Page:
State lawmakers working on bills on emergency contraception, abortion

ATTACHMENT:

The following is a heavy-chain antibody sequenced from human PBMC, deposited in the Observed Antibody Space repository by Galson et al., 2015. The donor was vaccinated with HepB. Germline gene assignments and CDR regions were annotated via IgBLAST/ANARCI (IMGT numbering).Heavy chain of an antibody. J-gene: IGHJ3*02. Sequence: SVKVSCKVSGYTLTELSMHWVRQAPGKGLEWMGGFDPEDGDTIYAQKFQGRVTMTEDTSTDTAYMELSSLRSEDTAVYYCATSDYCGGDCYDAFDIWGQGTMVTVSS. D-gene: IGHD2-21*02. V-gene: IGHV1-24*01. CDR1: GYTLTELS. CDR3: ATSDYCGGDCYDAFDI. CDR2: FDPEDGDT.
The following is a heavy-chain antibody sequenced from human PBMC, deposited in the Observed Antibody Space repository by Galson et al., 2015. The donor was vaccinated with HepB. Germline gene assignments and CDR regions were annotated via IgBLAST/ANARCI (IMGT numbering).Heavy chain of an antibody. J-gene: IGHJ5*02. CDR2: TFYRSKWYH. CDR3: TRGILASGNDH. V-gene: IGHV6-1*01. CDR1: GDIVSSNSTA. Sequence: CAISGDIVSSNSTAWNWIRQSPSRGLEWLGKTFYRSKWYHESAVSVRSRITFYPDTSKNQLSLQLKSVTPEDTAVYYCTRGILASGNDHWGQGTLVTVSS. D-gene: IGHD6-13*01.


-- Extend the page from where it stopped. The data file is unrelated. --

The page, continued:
DENVER – Less than a month into the legislative session, lawmakers on both sides of the aisle are working on measures that touch on hotly contested social issues.Those include a bill to define when life begins, an effort to crack down on bullying, and a proposed requirement to tell rape victims about contraception.On Monday, members of the House passed a nonbinding resolution backing a national “No Name-Calling Week”, an anti-bullying measure created by the New York-based Gay, Lesbian and Straight Education Network. The measure backs speaking out against the bullying of students for any reason but includes a student’s sexual orientation as one possible cause along with things like a student’s weight or faith.This comes at the same time leaders are promising to buckle down and work on the state’s budget crisis.Rep. Keith King, R-Colorado Springs, recalled being teased for his red hair when he was a boy but said children can become stronger for enduring taunts. Sponsor Rep. Angie Paccione, D-Fort Collins, said Columbine shows that sometimes bullying “builds killers” instead of character.”You have to pick your battles and this should not be one of the things that Republicans pick to oppose,” she said.Later in the day, a House committee approved a measure requiring hospital workers to tell rape victims about the availability of emergency contraception, a high dosage of birth control pills that can prevent a woman from getting pregnant. Lawmakers heard conflicting reports about whether the pills can also prevent a fertilized egg from being implanted in a woman’s uterus, touching off debate over whether it amounts to abortion.Rep. Debbie Stafford, R-Aurora, who backed the measure for the past two years, voted against it this time after realizing that Catholic hospitals have to participate and victims don’t have to be told about other options, including adoption. The bill, which will next be voted on by the full House, does allow individuals to refuse to pass on the information if they have moral or religious objections.Stafford, who was invited to attend an abortion rights rally following her support last year, said she thinks the bill has become more about “going after the gonads” of the anti-abortion community.”They’re saying let’s put another notch on the belt for the pro-choice movement,” she said.Sponsor Rep. Betty Boyd, D-Lakewood, said the bill will prevent abortions because women who are raped will learn how they can prevent a pregnancy. She expects the bill to pass both the House and the Senate, both of which are controlled by Democrats for the first time in 42 years, but said whether it becomes law will probably depend on Republican Gov. Bill Owens.”I would hope he would consider it as a compassionate response to a rape victim and that he puts his daughter Monica’s face on the victim,” she said.Owens’ spokesman Dan Hopkins said Owens had no position on the bill because he hadn’t reviewed it.According to Colorado law, pregnancy doesn’t begin until implantation occurs but Rep. Kevin Lundberg, R-Berthoud, has introduced a bill to change that. His measure would define it as beginning at conception.Republicans have also introduced two bills related to abortion.On Tuesday, a Democratic bill that would make it illegal to discriminate against an employee because of their sexual orientation will get its first hearing before a Senate committee.
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